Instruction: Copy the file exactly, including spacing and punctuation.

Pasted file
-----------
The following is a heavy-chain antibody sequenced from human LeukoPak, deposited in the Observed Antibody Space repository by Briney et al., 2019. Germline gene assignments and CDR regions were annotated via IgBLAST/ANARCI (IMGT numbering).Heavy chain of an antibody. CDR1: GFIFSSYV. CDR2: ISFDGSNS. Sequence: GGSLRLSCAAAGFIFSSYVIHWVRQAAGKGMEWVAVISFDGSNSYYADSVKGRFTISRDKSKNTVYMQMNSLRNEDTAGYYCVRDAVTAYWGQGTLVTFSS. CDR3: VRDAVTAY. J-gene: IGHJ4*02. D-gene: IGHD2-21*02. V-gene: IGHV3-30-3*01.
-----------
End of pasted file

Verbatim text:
The following is a heavy-chain antibody sequenced from human LeukoPak, deposited in the Observed Antibody Space repository by Briney et al., 2019. Germline gene assignments and CDR regions were annotated via IgBLAST/ANARCI (IMGT numbering).Heavy chain of an antibody. CDR1: GFIFSSYV. CDR2: ISFDGSNS. Sequence: GGSLRLSCAAAGFIFSSYVIHWVRQAAGKGMEWVAVISFDGSNSYYADSVKGRFTISRDKSKNTVYMQMNSLRNEDTAGYYCVRDAVTAYWGQGTLVTFSS. CDR3: VRDAVTAY. J-gene: IGHJ4*02. D-gene: IGHD2-21*02. V-gene: IGHV3-30-3*01.